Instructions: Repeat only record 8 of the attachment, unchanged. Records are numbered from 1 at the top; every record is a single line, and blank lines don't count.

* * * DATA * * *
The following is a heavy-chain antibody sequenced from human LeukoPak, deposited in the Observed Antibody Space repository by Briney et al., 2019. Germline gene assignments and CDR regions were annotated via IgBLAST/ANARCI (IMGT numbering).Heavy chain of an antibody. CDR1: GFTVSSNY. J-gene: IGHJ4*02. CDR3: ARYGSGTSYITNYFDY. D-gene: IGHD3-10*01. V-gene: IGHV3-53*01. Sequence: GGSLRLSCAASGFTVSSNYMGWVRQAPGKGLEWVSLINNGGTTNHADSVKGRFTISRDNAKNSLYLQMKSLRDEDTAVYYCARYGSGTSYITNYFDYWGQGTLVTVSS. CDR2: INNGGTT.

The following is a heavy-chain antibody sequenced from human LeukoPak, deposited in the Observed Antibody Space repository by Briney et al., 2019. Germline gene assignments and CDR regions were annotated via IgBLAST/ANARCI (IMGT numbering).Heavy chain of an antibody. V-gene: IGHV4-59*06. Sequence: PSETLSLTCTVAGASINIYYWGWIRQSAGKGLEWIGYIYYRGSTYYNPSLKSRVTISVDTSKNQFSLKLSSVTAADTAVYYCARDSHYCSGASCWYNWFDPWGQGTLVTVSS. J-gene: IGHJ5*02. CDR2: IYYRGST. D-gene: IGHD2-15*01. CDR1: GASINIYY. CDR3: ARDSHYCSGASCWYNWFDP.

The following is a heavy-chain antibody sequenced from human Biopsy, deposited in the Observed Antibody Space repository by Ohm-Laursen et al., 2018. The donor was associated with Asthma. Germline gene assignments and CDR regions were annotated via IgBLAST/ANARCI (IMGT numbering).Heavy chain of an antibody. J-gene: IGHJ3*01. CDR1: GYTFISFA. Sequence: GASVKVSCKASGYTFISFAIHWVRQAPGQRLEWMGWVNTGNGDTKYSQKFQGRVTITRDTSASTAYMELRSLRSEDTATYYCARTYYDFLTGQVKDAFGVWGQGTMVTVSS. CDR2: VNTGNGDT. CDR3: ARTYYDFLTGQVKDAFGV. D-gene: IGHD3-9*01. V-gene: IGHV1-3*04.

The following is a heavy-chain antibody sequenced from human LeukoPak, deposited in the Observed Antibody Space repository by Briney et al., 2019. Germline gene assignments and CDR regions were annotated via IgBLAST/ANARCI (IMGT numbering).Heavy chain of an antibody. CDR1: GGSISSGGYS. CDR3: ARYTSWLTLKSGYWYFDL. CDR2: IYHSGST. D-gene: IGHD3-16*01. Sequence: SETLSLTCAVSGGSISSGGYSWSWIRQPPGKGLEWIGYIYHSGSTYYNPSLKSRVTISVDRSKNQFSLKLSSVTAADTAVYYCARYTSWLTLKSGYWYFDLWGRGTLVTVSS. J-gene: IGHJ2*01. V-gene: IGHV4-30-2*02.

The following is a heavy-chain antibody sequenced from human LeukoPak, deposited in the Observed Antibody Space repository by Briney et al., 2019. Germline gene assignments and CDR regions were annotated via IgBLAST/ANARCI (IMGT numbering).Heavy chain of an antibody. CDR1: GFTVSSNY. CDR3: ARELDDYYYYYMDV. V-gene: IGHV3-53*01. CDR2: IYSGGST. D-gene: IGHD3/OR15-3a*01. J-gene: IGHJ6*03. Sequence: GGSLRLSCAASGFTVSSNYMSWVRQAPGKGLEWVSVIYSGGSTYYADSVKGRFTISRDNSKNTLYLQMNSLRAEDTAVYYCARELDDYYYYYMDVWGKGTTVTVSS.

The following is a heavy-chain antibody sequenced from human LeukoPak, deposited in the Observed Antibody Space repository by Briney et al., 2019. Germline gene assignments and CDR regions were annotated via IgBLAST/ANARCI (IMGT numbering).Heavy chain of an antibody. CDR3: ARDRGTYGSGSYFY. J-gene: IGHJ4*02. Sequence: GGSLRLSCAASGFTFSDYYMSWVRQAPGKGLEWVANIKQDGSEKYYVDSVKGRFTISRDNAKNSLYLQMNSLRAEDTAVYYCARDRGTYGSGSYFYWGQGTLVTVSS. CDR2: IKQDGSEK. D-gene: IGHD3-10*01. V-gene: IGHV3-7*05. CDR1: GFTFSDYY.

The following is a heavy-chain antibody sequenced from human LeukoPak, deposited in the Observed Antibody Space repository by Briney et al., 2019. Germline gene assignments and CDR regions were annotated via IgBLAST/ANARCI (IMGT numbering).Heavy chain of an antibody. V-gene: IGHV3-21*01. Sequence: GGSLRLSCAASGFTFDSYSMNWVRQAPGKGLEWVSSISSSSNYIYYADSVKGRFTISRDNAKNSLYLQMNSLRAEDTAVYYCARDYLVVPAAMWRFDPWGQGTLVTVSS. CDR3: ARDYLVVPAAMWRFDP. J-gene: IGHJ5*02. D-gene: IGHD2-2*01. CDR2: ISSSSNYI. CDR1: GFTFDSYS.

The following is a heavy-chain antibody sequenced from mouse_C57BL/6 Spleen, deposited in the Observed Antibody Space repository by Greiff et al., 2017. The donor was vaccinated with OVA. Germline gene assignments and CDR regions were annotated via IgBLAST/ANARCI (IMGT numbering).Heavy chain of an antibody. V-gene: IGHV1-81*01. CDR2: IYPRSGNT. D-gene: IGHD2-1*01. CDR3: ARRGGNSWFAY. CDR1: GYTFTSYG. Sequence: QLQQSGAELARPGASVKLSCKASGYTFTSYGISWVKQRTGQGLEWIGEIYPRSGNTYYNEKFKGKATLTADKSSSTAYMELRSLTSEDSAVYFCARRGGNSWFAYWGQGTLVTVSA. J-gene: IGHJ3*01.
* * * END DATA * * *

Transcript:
The following is a heavy-chain antibody sequenced from mouse_C57BL/6 Spleen, deposited in the Observed Antibody Space repository by Greiff et al., 2017. The donor was vaccinated with OVA. Germline gene assignments and CDR regions were annotated via IgBLAST/ANARCI (IMGT numbering).Heavy chain of an antibody. V-gene: IGHV1-81*01. CDR2: IYPRSGNT. D-gene: IGHD2-1*01. CDR3: ARRGGNSWFAY. CDR1: GYTFTSYG. Sequence: QLQQSGAELARPGASVKLSCKASGYTFTSYGISWVKQRTGQGLEWIGEIYPRSGNTYYNEKFKGKATLTADKSSSTAYMELRSLTSEDSAVYFCARRGGNSWFAYWGQGTLVTVSA. J-gene: IGHJ3*01.